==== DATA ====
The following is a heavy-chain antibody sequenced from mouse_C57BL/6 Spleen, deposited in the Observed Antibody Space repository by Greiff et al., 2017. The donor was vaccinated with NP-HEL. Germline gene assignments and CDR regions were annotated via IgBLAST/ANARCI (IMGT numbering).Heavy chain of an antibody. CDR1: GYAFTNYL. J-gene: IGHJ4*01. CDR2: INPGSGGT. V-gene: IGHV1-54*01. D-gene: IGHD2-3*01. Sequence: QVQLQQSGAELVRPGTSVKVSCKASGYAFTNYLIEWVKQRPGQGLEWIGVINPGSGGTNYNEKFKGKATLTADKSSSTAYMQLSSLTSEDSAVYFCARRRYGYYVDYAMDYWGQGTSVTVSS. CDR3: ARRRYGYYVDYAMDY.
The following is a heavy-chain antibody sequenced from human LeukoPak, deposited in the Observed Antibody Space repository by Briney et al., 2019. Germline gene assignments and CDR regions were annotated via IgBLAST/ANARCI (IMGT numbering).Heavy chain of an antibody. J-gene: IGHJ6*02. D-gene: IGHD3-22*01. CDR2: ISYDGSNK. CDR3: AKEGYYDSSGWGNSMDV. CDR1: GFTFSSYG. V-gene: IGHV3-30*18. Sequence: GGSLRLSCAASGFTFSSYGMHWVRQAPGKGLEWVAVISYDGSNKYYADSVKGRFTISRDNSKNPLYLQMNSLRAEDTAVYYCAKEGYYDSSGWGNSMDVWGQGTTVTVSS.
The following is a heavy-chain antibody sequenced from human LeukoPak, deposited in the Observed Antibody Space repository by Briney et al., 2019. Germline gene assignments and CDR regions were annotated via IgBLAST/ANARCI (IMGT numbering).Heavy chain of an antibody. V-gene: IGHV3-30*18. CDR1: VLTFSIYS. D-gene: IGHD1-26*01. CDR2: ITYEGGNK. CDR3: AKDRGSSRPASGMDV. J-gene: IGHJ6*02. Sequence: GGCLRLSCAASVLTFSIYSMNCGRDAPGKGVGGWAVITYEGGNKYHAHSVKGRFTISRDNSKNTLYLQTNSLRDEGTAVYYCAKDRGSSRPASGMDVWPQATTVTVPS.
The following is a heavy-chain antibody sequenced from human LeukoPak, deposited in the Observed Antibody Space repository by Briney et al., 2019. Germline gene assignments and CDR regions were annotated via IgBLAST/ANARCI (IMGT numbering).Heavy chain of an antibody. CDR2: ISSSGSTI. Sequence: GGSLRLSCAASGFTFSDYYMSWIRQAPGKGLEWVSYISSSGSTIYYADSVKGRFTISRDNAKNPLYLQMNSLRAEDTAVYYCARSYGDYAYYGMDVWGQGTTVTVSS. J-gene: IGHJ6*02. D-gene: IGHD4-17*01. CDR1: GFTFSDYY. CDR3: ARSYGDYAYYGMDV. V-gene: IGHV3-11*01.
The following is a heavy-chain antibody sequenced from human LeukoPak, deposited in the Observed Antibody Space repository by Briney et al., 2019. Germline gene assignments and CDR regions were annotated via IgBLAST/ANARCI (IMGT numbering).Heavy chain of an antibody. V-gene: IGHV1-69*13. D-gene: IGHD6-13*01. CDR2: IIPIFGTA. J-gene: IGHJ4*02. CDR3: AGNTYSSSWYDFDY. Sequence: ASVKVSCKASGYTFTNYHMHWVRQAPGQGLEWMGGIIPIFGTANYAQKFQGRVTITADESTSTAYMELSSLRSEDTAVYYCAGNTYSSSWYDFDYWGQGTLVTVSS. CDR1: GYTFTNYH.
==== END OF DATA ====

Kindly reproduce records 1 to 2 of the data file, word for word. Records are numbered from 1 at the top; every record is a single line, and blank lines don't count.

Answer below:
The following is a heavy-chain antibody sequenced from mouse_C57BL/6 Spleen, deposited in the Observed Antibody Space repository by Greiff et al., 2017. The donor was vaccinated with NP-HEL. Germline gene assignments and CDR regions were annotated via IgBLAST/ANARCI (IMGT numbering).Heavy chain of an antibody. CDR1: GYAFTNYL. J-gene: IGHJ4*01. CDR2: INPGSGGT. V-gene: IGHV1-54*01. D-gene: IGHD2-3*01. Sequence: QVQLQQSGAELVRPGTSVKVSCKASGYAFTNYLIEWVKQRPGQGLEWIGVINPGSGGTNYNEKFKGKATLTADKSSSTAYMQLSSLTSEDSAVYFCARRRYGYYVDYAMDYWGQGTSVTVSS. CDR3: ARRRYGYYVDYAMDY.
The following is a heavy-chain antibody sequenced from human LeukoPak, deposited in the Observed Antibody Space repository by Briney et al., 2019. Germline gene assignments and CDR regions were annotated via IgBLAST/ANARCI (IMGT numbering).Heavy chain of an antibody. J-gene: IGHJ6*02. D-gene: IGHD3-22*01. CDR2: ISYDGSNK. CDR3: AKEGYYDSSGWGNSMDV. CDR1: GFTFSSYG. V-gene: IGHV3-30*18. Sequence: GGSLRLSCAASGFTFSSYGMHWVRQAPGKGLEWVAVISYDGSNKYYADSVKGRFTISRDNSKNPLYLQMNSLRAEDTAVYYCAKEGYYDSSGWGNSMDVWGQGTTVTVSS.